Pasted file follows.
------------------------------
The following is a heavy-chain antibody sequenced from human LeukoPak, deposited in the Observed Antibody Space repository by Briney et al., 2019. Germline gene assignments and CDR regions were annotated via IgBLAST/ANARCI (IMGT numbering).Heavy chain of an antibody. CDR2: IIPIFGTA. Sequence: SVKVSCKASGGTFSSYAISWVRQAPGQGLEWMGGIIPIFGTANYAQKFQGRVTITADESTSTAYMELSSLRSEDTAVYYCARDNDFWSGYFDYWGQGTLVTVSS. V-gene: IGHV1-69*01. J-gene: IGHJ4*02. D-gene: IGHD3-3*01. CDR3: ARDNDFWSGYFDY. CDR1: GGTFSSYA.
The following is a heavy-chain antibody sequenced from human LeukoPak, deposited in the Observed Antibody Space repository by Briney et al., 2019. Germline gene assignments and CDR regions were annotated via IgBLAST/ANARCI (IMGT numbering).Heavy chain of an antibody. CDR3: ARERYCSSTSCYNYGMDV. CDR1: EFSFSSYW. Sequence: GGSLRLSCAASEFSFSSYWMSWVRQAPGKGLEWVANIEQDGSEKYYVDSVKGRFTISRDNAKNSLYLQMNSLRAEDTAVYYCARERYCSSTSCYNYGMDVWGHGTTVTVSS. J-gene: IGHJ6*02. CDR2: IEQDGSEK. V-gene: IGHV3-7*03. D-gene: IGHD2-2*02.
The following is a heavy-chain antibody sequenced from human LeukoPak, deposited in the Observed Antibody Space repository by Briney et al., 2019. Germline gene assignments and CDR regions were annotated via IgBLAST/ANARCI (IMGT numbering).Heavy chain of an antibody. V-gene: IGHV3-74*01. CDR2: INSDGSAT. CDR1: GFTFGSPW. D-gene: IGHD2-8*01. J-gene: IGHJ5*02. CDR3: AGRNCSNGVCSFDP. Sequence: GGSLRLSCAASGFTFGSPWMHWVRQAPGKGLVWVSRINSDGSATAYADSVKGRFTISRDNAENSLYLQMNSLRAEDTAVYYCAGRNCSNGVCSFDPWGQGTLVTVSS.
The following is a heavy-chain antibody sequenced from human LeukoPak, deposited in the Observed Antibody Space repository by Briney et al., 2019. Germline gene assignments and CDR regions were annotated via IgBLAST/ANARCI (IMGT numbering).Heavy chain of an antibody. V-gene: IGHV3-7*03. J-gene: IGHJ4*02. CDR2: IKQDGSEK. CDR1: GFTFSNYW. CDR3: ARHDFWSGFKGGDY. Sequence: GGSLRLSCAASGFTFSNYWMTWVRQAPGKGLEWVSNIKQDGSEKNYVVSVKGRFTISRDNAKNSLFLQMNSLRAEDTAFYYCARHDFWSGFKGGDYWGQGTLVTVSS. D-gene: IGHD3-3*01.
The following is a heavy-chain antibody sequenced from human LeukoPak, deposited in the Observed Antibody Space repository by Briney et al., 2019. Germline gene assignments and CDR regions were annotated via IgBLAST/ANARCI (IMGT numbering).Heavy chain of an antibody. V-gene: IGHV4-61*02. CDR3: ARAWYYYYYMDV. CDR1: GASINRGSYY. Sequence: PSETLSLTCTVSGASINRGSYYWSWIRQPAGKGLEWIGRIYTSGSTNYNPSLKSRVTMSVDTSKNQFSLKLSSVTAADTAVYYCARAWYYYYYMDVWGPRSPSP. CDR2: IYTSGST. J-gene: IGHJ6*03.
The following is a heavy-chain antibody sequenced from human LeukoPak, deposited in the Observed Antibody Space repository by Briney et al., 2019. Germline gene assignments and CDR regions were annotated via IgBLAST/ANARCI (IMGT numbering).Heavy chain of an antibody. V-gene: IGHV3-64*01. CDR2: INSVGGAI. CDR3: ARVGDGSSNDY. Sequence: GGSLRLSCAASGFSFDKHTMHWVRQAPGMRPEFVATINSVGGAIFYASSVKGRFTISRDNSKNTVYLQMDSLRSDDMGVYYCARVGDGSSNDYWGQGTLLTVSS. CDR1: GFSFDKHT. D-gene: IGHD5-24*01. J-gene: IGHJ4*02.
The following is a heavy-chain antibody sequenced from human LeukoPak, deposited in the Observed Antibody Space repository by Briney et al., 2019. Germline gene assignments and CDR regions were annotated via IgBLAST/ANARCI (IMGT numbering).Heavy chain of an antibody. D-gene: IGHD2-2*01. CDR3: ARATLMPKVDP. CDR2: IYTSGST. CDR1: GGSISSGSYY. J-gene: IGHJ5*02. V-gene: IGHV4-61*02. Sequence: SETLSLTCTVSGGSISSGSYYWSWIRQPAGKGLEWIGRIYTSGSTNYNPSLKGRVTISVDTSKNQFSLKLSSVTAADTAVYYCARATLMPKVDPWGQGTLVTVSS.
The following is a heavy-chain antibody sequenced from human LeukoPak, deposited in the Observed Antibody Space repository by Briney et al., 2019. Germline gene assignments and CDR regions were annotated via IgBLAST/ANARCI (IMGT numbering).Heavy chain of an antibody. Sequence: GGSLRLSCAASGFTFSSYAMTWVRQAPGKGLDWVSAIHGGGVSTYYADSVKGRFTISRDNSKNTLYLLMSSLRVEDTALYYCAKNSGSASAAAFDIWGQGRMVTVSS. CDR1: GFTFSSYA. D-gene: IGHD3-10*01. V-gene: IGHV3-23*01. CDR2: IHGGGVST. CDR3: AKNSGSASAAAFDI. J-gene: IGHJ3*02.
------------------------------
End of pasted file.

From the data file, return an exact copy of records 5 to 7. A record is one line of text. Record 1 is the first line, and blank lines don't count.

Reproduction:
The following is a heavy-chain antibody sequenced from human LeukoPak, deposited in the Observed Antibody Space repository by Briney et al., 2019. Germline gene assignments and CDR regions were annotated via IgBLAST/ANARCI (IMGT numbering).Heavy chain of an antibody. V-gene: IGHV4-61*02. CDR3: ARAWYYYYYMDV. CDR1: GASINRGSYY. Sequence: PSETLSLTCTVSGASINRGSYYWSWIRQPAGKGLEWIGRIYTSGSTNYNPSLKSRVTMSVDTSKNQFSLKLSSVTAADTAVYYCARAWYYYYYMDVWGPRSPSP. CDR2: IYTSGST. J-gene: IGHJ6*03.
The following is a heavy-chain antibody sequenced from human LeukoPak, deposited in the Observed Antibody Space repository by Briney et al., 2019. Germline gene assignments and CDR regions were annotated via IgBLAST/ANARCI (IMGT numbering).Heavy chain of an antibody. V-gene: IGHV3-64*01. CDR2: INSVGGAI. CDR3: ARVGDGSSNDY. Sequence: GGSLRLSCAASGFSFDKHTMHWVRQAPGMRPEFVATINSVGGAIFYASSVKGRFTISRDNSKNTVYLQMDSLRSDDMGVYYCARVGDGSSNDYWGQGTLLTVSS. CDR1: GFSFDKHT. D-gene: IGHD5-24*01. J-gene: IGHJ4*02.
The following is a heavy-chain antibody sequenced from human LeukoPak, deposited in the Observed Antibody Space repository by Briney et al., 2019. Germline gene assignments and CDR regions were annotated via IgBLAST/ANARCI (IMGT numbering).Heavy chain of an antibody. D-gene: IGHD2-2*01. CDR3: ARATLMPKVDP. CDR2: IYTSGST. CDR1: GGSISSGSYY. J-gene: IGHJ5*02. V-gene: IGHV4-61*02. Sequence: SETLSLTCTVSGGSISSGSYYWSWIRQPAGKGLEWIGRIYTSGSTNYNPSLKGRVTISVDTSKNQFSLKLSSVTAADTAVYYCARATLMPKVDPWGQGTLVTVSS.